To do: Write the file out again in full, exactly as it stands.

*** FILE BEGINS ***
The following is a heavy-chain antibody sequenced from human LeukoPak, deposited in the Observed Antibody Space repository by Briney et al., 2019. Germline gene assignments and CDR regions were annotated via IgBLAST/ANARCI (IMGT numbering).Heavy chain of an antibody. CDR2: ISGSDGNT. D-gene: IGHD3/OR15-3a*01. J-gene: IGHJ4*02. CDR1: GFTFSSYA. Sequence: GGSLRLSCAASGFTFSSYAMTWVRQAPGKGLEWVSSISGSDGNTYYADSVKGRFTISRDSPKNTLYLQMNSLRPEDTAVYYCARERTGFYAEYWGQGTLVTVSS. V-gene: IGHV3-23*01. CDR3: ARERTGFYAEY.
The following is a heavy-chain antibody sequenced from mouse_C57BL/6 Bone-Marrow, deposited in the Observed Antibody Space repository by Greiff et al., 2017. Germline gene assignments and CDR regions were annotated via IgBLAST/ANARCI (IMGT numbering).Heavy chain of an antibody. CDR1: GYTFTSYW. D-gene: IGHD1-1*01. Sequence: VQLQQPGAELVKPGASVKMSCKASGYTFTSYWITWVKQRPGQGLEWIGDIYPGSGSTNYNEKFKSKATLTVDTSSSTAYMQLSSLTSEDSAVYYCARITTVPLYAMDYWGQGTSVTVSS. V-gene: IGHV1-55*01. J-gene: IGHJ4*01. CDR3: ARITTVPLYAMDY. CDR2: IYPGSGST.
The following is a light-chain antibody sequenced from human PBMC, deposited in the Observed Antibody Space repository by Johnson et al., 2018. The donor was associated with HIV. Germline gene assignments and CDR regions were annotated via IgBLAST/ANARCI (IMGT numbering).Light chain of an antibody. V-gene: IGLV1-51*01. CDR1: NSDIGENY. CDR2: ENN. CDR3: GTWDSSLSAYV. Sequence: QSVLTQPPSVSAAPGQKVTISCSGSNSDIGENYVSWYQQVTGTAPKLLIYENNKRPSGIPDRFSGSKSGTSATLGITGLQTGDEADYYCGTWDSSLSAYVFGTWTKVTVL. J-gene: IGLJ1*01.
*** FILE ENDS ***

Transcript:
The following is a heavy-chain antibody sequenced from human LeukoPak, deposited in the Observed Antibody Space repository by Briney et al., 2019. Germline gene assignments and CDR regions were annotated via IgBLAST/ANARCI (IMGT numbering).Heavy chain of an antibody. CDR2: ISGSDGNT. D-gene: IGHD3/OR15-3a*01. J-gene: IGHJ4*02. CDR1: GFTFSSYA. Sequence: GGSLRLSCAASGFTFSSYAMTWVRQAPGKGLEWVSSISGSDGNTYYADSVKGRFTISRDSPKNTLYLQMNSLRPEDTAVYYCARERTGFYAEYWGQGTLVTVSS. V-gene: IGHV3-23*01. CDR3: ARERTGFYAEY.
The following is a heavy-chain antibody sequenced from mouse_C57BL/6 Bone-Marrow, deposited in the Observed Antibody Space repository by Greiff et al., 2017. Germline gene assignments and CDR regions were annotated via IgBLAST/ANARCI (IMGT numbering).Heavy chain of an antibody. CDR1: GYTFTSYW. D-gene: IGHD1-1*01. Sequence: VQLQQPGAELVKPGASVKMSCKASGYTFTSYWITWVKQRPGQGLEWIGDIYPGSGSTNYNEKFKSKATLTVDTSSSTAYMQLSSLTSEDSAVYYCARITTVPLYAMDYWGQGTSVTVSS. V-gene: IGHV1-55*01. J-gene: IGHJ4*01. CDR3: ARITTVPLYAMDY. CDR2: IYPGSGST.
The following is a light-chain antibody sequenced from human PBMC, deposited in the Observed Antibody Space repository by Johnson et al., 2018. The donor was associated with HIV. Germline gene assignments and CDR regions were annotated via IgBLAST/ANARCI (IMGT numbering).Light chain of an antibody. V-gene: IGLV1-51*01. CDR1: NSDIGENY. CDR2: ENN. CDR3: GTWDSSLSAYV. Sequence: QSVLTQPPSVSAAPGQKVTISCSGSNSDIGENYVSWYQQVTGTAPKLLIYENNKRPSGIPDRFSGSKSGTSATLGITGLQTGDEADYYCGTWDSSLSAYVFGTWTKVTVL. J-gene: IGLJ1*01.